The diminishing shadow of the courthouse

The state budget crisis promises to deliver devilish delays in the civil justice system. Will this render private mediation less effective, or could it present opportunities for more productive mediation?

Jeffrey Krivis
2011 September

The economic challenges that have swept over society have finally hit the civil justice system. Courthouses throughout California have seen huge cutbacks. San Francisco has all but shut down civil jury trials. No one thought this was going to happen to such a venerable institution as the trial-by-jury system, but in these difficult times, nothing is sacred.

Reduced budgets translate into cases taking longer to wend through the system, frustrated clients and a push towards a private justice system.

Back to the Future

For me, this is like the movie, Back to the Future. When I began practicing law in 1980, it was common in California for civil cases to take five years to get through the court system. In fact, there are statutes on the books which mandate that civil cases be tried within that time frame. If not, the case would get dismissed. This culture led to inertia on the part of both the plaintiff and defense bars. Though the plaintiff bar preferred an early resolution of a case, the net result of pushing for early resolution was a discounted value by the defense. The defense, knowing that there was no pressure from the courthouse to move the case quickly, was more reactive than proactive. I know this firsthand: My first job as a young attorney was with a defense firm.

In response to the lethargic nature of case management in the early 1980s, the courts decided that alternatives to the civil justice system would be helpful in moving cases forward. The first alternative suggested and implemented was court-ordered, non-binding arbitration. This was a system in which members of the bar would volunteer as neutrals and serve on cases ordered by the court. Sometimes the court went a step further and paid the neutrals $150 per case, and a cottage industry was born.

In reality, parties would prepare for the court-ordered arbitration as if it were the final moment in the development of the case; presenting a strong position to the arbitrator with the hope of winning. The arbitrator would issue an award which was often accepted, resulting in a closed file for the courts. If the award was rejected, either party could file a request for trial de novo and have a regular jury trial – within five years of the filing of the complaint.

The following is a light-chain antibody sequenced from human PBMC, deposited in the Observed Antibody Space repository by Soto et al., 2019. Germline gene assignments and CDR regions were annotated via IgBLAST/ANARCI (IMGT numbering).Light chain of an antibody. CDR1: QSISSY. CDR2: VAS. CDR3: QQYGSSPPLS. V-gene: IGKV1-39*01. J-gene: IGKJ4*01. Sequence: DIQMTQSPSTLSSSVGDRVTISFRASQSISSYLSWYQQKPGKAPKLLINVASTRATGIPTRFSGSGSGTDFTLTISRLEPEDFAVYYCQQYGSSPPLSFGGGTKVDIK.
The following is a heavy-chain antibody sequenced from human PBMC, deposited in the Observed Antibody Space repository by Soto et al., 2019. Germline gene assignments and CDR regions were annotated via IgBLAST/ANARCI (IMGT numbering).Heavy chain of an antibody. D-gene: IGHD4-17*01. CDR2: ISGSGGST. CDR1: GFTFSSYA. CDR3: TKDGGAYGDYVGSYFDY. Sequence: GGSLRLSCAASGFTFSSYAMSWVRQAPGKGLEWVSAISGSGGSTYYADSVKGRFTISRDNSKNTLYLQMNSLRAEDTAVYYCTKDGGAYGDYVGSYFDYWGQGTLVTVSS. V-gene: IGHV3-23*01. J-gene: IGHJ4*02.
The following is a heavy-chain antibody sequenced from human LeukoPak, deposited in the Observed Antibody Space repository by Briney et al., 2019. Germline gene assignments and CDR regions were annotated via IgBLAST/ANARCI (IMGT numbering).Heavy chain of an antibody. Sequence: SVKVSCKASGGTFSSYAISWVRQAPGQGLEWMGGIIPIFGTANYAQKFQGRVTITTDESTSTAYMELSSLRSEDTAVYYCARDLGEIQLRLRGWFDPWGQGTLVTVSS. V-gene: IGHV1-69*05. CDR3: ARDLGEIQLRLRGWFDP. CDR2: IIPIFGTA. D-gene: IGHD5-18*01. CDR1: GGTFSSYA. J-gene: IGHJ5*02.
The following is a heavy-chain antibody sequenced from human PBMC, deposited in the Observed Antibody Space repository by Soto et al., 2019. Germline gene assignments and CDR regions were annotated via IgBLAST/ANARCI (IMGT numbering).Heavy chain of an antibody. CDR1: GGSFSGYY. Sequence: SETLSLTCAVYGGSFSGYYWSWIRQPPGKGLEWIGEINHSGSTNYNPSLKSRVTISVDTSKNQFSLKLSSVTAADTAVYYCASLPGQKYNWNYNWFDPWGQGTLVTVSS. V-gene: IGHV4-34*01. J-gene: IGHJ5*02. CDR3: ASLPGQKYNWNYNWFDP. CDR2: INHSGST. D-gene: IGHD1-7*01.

Over the years, parties started to marginalize the court-ordered arbitration process. In other words, less effort was made in preparing and putting on a serious case, mainly because it was non-binding. While this might have had something to do with economic factors, my sense is that we started taking the process for granted and it became less effective. Statistics on successful arbitrations plummeted and the courts began to phase the program out in favor of other measures. As a result, non-binding arbitration as a tool in our civil justice system is today a dinosaur.

“Fast Track”

As the effective use of non-binding arbitration diminished, the courts decided to try something new. This time they called it “Fast Track.” This process put pressure on the judges to force a case through the system within 12 months. Judges soon became glorified clerks, administering justice based on stopwatches instead of fairness. Judges were graded on how fast they could administer a case. Low grades resulted in less appealing judicial assignments. Parties who would normally consider settlement ramifications before spending litigation dollars were compelled to take depositions and incur huge expenses in order to comply with tight time constraints. While plaintiffs were able to achieve early resolution, the pressure on litigators was immense. Fast Track continues today, but is being eroded by the budget crisis and exceptions for complex cases.

Court-ordered mediation

Partly due to the existence of Fast Track, and partly a result of a desire to have more control of their destiny, litigators embraced the idea of non-binding private mediation in the early 1990s. The trend began in Florida and Texas in the 1980s with legislation mandating that all civil actions go through a mediation process before trial. California endorsed the trend and mediation became yet another cottage industry.

The courts nominated volunteers to serve as mediators, and private judges and attorneys joined forces to create private mediation and arbitration centers throughout the state. Court-ordered mediation took off like gangbusters but became marginalized in the same way court-ordered arbitration had. Too many lawyers stopped preparing seriously for the process, too many cases were scheduled before they were mature and too many of the mediators were just not qualified to settle a litigated case. The statistics on successful resolution went down but the court still embraces the process today, probably because there are few alternatives.

Private mediation

Private mediation has done somewhat better, with many parties choosing a private system where they know and trust the mediator and can manage their dispute more efficiently without court intervention. Unfortunately, the effectiveness of private mediation has also become diluted by the number of unqualified mediators as well as by the lack of case preparation that has spilled over from court-ordered mediation.